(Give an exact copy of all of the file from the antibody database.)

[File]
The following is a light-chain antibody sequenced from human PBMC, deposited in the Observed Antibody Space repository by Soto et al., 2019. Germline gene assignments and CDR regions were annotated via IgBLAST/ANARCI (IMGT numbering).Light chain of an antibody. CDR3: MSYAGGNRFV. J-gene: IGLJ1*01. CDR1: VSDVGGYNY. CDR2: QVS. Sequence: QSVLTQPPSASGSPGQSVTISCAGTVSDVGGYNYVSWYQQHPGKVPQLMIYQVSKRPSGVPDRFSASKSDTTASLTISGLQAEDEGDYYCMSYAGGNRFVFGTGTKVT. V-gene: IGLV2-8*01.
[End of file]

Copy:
The following is a light-chain antibody sequenced from human PBMC, deposited in the Observed Antibody Space repository by Soto et al., 2019. Germline gene assignments and CDR regions were annotated via IgBLAST/ANARCI (IMGT numbering).Light chain of an antibody. CDR3: MSYAGGNRFV. J-gene: IGLJ1*01. CDR1: VSDVGGYNY. CDR2: QVS. Sequence: QSVLTQPPSASGSPGQSVTISCAGTVSDVGGYNYVSWYQQHPGKVPQLMIYQVSKRPSGVPDRFSASKSDTTASLTISGLQAEDEGDYYCMSYAGGNRFVFGTGTKVT. V-gene: IGLV2-8*01.